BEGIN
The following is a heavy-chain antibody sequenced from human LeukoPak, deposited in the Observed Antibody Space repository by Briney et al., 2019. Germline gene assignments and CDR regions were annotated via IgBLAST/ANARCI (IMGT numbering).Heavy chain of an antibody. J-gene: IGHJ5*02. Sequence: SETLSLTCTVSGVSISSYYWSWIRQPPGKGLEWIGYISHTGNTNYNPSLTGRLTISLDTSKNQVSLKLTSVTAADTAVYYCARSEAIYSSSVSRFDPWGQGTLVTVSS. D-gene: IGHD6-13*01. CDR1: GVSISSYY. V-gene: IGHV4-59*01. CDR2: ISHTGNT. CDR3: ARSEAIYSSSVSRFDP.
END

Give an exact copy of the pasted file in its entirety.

The following is a heavy-chain antibody sequenced from human LeukoPak, deposited in the Observed Antibody Space repository by Briney et al., 2019. Germline gene assignments and CDR regions were annotated via IgBLAST/ANARCI (IMGT numbering).Heavy chain of an antibody. J-gene: IGHJ5*02. Sequence: SETLSLTCTVSGVSISSYYWSWIRQPPGKGLEWIGYISHTGNTNYNPSLTGRLTISLDTSKNQVSLKLTSVTAADTAVYYCARSEAIYSSSVSRFDPWGQGTLVTVSS. D-gene: IGHD6-13*01. CDR1: GVSISSYY. V-gene: IGHV4-59*01. CDR2: ISHTGNT. CDR3: ARSEAIYSSSVSRFDP.